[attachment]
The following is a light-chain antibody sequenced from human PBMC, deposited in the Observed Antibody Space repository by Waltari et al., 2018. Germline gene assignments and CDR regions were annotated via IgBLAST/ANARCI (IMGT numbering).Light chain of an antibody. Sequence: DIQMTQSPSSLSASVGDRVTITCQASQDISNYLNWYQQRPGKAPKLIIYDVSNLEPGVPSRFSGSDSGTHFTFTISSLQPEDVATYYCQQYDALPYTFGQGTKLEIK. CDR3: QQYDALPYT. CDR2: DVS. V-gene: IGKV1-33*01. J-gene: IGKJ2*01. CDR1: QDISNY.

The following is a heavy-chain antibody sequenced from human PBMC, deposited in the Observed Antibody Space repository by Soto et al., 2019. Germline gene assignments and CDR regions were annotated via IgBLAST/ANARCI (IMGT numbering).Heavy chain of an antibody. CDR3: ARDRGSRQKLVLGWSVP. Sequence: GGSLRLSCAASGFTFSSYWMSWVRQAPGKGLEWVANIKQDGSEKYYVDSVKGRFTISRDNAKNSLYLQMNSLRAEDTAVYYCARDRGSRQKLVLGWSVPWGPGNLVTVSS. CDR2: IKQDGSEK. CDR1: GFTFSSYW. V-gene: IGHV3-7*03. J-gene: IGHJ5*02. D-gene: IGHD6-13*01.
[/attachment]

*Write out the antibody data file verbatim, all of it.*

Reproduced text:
The following is a light-chain antibody sequenced from human PBMC, deposited in the Observed Antibody Space repository by Waltari et al., 2018. Germline gene assignments and CDR regions were annotated via IgBLAST/ANARCI (IMGT numbering).Light chain of an antibody. Sequence: DIQMTQSPSSLSASVGDRVTITCQASQDISNYLNWYQQRPGKAPKLIIYDVSNLEPGVPSRFSGSDSGTHFTFTISSLQPEDVATYYCQQYDALPYTFGQGTKLEIK. CDR3: QQYDALPYT. CDR2: DVS. V-gene: IGKV1-33*01. J-gene: IGKJ2*01. CDR1: QDISNY.

The following is a heavy-chain antibody sequenced from human PBMC, deposited in the Observed Antibody Space repository by Soto et al., 2019. Germline gene assignments and CDR regions were annotated via IgBLAST/ANARCI (IMGT numbering).Heavy chain of an antibody. CDR3: ARDRGSRQKLVLGWSVP. Sequence: GGSLRLSCAASGFTFSSYWMSWVRQAPGKGLEWVANIKQDGSEKYYVDSVKGRFTISRDNAKNSLYLQMNSLRAEDTAVYYCARDRGSRQKLVLGWSVPWGPGNLVTVSS. CDR2: IKQDGSEK. CDR1: GFTFSSYW. V-gene: IGHV3-7*03. J-gene: IGHJ5*02. D-gene: IGHD6-13*01.